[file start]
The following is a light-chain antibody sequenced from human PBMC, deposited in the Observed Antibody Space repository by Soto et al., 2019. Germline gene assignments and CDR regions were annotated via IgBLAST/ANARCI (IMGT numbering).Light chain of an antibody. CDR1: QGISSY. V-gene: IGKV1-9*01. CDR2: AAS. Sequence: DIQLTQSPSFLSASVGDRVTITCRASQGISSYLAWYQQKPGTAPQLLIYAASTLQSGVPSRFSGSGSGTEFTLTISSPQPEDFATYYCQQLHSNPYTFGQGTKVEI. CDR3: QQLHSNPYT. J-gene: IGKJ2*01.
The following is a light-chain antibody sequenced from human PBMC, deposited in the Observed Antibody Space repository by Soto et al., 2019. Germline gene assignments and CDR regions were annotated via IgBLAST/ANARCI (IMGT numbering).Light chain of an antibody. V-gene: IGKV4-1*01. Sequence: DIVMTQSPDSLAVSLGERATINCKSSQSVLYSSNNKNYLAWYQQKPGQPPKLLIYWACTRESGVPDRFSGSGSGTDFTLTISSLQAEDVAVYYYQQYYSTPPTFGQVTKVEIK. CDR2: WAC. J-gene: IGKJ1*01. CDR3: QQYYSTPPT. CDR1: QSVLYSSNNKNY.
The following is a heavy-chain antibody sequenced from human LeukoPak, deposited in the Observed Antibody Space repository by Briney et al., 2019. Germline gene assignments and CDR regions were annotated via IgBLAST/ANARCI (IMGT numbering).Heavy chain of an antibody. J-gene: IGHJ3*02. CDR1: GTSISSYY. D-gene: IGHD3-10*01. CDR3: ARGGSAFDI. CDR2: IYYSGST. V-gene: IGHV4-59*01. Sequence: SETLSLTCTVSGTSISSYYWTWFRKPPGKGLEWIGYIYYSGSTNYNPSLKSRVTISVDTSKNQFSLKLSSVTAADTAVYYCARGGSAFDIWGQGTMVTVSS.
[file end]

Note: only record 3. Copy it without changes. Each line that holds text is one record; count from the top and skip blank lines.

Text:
The following is a heavy-chain antibody sequenced from human LeukoPak, deposited in the Observed Antibody Space repository by Briney et al., 2019. Germline gene assignments and CDR regions were annotated via IgBLAST/ANARCI (IMGT numbering).Heavy chain of an antibody. J-gene: IGHJ3*02. CDR1: GTSISSYY. D-gene: IGHD3-10*01. CDR3: ARGGSAFDI. CDR2: IYYSGST. V-gene: IGHV4-59*01. Sequence: SETLSLTCTVSGTSISSYYWTWFRKPPGKGLEWIGYIYYSGSTNYNPSLKSRVTISVDTSKNQFSLKLSSVTAADTAVYYCARGGSAFDIWGQGTMVTVSS.